Freezing temperatures and severe weather warnings have prompted calls for Victorian pet owners to be vigilant this winter.
Animal welfare campaigners say an increase in the number of cats and dogs needing help with arthritis-related issues in recent weeks should not be ignored.
North Melbourne’s Frank Samways Veterinary Clinic recorded a 230% increase in the number of arthritis patients last month – from 16 in April to more than 50 in May – as temperatures began to drop.
“As the weather turns colder, it’s a good time to remember that winter can be uncomfortable for pets with arthritis,” said Dr Jess Wilde, Veterinary Services Manager at The Lost Dogs’ Home. .
“Just like in humans with arthritis, cooler temperatures can make joint pain worse in pets, making them stiffer and more painful.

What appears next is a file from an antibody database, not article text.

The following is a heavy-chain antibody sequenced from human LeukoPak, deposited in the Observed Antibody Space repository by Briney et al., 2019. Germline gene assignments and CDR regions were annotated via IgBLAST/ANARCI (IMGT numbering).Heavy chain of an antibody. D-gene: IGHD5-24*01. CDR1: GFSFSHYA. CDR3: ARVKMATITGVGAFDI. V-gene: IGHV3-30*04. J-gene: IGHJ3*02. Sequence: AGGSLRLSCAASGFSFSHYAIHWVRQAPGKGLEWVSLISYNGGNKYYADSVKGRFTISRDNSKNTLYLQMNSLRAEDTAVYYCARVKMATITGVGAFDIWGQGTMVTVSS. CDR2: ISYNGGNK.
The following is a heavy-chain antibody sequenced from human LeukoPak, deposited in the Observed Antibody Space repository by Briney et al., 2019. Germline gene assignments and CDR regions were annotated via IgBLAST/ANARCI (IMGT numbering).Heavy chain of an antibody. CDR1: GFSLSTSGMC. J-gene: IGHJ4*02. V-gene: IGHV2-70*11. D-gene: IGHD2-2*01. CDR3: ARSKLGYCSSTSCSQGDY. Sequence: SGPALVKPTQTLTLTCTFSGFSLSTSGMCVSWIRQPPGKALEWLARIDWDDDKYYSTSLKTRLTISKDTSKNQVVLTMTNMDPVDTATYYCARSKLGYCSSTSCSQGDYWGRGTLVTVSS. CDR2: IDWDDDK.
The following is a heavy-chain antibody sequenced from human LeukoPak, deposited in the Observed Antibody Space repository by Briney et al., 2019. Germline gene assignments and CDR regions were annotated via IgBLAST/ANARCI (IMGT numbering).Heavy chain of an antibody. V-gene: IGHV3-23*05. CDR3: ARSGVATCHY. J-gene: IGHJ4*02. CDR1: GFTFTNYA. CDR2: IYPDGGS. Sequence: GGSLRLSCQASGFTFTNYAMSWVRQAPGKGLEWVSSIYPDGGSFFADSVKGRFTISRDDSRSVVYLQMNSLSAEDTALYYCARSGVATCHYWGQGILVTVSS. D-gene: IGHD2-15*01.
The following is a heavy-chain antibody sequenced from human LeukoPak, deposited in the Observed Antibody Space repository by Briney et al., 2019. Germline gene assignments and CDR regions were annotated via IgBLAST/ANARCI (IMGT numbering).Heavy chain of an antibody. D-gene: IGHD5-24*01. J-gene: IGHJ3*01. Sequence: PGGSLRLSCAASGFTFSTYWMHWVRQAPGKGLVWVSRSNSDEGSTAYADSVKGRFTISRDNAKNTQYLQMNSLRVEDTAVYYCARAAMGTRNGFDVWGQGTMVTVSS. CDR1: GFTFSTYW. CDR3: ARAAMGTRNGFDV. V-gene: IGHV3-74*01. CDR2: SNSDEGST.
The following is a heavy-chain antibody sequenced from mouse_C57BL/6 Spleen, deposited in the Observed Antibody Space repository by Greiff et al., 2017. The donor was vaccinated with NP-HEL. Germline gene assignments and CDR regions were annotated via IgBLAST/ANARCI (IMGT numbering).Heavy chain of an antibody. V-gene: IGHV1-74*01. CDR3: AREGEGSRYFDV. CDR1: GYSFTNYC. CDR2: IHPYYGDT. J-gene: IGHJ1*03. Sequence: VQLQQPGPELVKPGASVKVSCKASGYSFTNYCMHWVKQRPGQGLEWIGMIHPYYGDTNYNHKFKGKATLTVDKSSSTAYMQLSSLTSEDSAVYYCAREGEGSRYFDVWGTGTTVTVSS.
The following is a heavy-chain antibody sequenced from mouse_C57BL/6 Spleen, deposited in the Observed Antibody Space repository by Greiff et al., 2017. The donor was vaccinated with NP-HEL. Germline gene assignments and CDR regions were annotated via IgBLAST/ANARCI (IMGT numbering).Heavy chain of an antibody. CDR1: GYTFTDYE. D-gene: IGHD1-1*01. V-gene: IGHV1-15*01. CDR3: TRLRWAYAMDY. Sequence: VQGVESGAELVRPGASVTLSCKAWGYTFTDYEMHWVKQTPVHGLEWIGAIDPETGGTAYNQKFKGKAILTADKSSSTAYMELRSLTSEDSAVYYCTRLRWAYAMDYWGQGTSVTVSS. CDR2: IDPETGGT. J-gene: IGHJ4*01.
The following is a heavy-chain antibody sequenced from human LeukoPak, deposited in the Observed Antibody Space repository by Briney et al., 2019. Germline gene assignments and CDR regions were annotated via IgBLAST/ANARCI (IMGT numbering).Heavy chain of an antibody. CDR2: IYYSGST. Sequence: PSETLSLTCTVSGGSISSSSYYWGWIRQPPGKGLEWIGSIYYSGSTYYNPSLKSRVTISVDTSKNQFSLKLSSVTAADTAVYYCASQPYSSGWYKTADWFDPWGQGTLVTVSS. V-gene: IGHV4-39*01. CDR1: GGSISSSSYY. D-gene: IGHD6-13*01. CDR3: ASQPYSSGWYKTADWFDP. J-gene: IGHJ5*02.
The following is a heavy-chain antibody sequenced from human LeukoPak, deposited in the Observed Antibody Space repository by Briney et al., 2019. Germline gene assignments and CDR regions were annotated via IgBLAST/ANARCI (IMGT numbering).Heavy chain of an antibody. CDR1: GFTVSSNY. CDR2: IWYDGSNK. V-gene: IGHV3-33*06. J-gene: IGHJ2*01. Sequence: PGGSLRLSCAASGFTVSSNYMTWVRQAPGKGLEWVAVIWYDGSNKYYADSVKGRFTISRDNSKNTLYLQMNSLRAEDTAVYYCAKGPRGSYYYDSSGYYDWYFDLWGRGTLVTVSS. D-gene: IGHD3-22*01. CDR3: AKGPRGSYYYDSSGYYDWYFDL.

“We expect the number of animals needing help to increase, so now would be a good time to make an appointment if you have any concerns, especially with older animals who are more likely to feel the cold. “
Arthritis is a disease causing painful inflammation of the joints. It affects one in seven Australians and, by comparison, one in five adult dogs and around 90% of cats over the age of 12.
Briana Hudson lives in Brusnwick, central Melbourne, with her 12-year-old greyhound, Banjo, who has suffered from painful arthritis for five years.
She believes that regular check-ups and expert advice are essential to ensure a good quality of life for her.
“I notice that during the winter is when Banjo seems to be more stiff and sore than usual,” she said.
“The relationship with Banjo’s vet support had been so critical in understanding how best to support Banjo in his condition.
“We are still taking his vet’s advice and knowing that we have regular check-ups to monitor his progress and his level of pain is very reassuring.”
Common signs of arthritis in pets include lameness, joint stiffness, swelling and pain, excessive panting and reduced activity.